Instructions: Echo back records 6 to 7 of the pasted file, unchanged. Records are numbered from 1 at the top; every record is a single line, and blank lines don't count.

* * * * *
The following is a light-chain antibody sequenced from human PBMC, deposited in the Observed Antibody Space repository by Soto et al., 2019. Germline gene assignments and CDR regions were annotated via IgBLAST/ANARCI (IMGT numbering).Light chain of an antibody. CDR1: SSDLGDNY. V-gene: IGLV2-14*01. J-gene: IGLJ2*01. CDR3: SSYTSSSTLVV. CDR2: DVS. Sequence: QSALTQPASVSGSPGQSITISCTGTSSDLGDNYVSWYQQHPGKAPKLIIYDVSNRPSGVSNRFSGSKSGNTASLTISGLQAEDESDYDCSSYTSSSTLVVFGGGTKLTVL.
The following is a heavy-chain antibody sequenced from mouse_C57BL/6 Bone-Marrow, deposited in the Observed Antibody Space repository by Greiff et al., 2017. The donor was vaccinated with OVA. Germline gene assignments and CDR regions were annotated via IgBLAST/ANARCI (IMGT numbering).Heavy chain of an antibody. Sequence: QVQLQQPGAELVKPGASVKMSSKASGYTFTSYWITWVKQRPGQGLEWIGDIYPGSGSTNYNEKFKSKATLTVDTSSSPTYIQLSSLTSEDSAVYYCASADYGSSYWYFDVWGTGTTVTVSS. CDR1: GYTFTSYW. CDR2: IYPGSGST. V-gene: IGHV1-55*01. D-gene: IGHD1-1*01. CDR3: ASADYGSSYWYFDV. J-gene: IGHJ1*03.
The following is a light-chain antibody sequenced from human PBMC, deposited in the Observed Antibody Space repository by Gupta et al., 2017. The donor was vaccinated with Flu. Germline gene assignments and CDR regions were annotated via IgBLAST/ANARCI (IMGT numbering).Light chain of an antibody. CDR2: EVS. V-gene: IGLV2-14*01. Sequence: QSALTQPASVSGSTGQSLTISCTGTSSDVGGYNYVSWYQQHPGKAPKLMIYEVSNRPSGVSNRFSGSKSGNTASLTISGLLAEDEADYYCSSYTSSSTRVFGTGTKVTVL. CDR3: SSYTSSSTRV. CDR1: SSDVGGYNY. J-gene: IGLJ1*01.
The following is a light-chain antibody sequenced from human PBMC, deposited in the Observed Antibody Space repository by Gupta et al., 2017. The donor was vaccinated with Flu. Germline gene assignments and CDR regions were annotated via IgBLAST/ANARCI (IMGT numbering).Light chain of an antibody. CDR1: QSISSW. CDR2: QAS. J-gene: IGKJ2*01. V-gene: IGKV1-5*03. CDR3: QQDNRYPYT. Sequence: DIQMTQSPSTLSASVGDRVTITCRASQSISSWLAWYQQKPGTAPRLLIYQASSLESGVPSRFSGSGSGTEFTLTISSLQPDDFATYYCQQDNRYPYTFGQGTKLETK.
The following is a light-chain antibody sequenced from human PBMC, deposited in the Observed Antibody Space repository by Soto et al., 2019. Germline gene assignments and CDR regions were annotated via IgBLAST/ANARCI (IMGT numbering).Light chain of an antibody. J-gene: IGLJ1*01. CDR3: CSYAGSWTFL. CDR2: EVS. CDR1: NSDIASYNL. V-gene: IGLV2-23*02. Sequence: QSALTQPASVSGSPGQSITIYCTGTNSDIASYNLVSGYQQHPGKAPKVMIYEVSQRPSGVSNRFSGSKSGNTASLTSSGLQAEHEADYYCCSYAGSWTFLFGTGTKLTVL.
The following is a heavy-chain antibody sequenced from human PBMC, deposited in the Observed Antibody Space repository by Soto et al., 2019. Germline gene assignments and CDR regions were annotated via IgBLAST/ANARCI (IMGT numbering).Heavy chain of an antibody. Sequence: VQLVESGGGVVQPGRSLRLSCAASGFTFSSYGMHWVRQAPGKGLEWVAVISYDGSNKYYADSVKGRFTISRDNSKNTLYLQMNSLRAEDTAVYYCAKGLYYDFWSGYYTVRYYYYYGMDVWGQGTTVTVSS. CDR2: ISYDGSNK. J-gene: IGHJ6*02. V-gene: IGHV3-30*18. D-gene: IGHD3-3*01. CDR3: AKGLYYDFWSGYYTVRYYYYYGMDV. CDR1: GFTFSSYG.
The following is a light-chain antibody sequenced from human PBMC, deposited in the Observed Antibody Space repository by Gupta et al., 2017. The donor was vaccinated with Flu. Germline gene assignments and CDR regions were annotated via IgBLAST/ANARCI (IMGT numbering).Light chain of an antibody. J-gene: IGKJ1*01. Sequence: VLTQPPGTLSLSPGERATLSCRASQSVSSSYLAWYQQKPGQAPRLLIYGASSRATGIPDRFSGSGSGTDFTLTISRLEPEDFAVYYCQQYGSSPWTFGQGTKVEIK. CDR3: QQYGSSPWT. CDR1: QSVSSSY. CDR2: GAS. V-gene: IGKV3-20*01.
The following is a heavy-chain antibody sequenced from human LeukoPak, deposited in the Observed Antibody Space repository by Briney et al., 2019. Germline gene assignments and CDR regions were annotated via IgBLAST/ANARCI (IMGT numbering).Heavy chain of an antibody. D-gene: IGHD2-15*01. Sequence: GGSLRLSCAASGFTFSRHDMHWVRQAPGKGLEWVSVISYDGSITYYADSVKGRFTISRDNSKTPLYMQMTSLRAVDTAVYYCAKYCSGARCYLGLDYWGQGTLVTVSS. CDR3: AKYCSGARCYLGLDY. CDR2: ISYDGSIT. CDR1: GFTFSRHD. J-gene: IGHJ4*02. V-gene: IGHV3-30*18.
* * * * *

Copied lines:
The following is a heavy-chain antibody sequenced from human PBMC, deposited in the Observed Antibody Space repository by Soto et al., 2019. Germline gene assignments and CDR regions were annotated via IgBLAST/ANARCI (IMGT numbering).Heavy chain of an antibody. Sequence: VQLVESGGGVVQPGRSLRLSCAASGFTFSSYGMHWVRQAPGKGLEWVAVISYDGSNKYYADSVKGRFTISRDNSKNTLYLQMNSLRAEDTAVYYCAKGLYYDFWSGYYTVRYYYYYGMDVWGQGTTVTVSS. CDR2: ISYDGSNK. J-gene: IGHJ6*02. V-gene: IGHV3-30*18. D-gene: IGHD3-3*01. CDR3: AKGLYYDFWSGYYTVRYYYYYGMDV. CDR1: GFTFSSYG.
The following is a light-chain antibody sequenced from human PBMC, deposited in the Observed Antibody Space repository by Gupta et al., 2017. The donor was vaccinated with Flu. Germline gene assignments and CDR regions were annotated via IgBLAST/ANARCI (IMGT numbering).Light chain of an antibody. J-gene: IGKJ1*01. Sequence: VLTQPPGTLSLSPGERATLSCRASQSVSSSYLAWYQQKPGQAPRLLIYGASSRATGIPDRFSGSGSGTDFTLTISRLEPEDFAVYYCQQYGSSPWTFGQGTKVEIK. CDR3: QQYGSSPWT. CDR1: QSVSSSY. CDR2: GAS. V-gene: IGKV3-20*01.